One of our curators recently found this piece behind some large farming equipment in a wing of our storage facility and brought it out to get a better look. When I happened upon it on a walk-through of storage I was startled for two reasons: one, it was something I had never seen before; and two, it is a really cool piece of (probably local) folk art.
It is a sign probably dating to the early 20th century advertising the horseshoeing busines of C.V. Olmsted. The sign measures about 16 x 50 inches and the letters are made of cast-off and broken horseshoes. Very clever.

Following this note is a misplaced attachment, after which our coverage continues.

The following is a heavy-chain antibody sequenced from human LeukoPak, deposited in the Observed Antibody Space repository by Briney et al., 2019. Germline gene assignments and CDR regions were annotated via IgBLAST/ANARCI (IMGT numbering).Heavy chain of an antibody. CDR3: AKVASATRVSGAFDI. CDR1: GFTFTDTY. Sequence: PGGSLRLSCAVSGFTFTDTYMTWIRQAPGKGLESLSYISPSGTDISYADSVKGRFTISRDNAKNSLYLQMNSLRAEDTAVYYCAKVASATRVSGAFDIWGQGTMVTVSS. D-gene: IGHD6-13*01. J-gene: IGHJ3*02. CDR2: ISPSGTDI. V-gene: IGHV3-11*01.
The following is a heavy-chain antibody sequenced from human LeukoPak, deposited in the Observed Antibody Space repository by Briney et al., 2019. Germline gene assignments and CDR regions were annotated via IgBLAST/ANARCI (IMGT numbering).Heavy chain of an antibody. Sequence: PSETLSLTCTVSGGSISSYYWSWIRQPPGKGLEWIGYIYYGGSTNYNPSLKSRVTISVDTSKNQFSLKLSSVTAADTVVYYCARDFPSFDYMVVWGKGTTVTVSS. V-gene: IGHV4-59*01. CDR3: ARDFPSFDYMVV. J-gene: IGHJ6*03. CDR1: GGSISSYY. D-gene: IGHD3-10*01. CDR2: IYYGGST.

The problem is that we have no idea where it came from or when. It was found in the collection of The Farmers' Museum in 1973 without any record of its history or date of acquisition. This is a thankfully rare occurance today, but in the early days of the museum it was common for people to drop things off for the collection without leaving much in the way of documentation.
I imagine that, back then, perhaps it was felt that everyone knew who C.V. Olmsted was.
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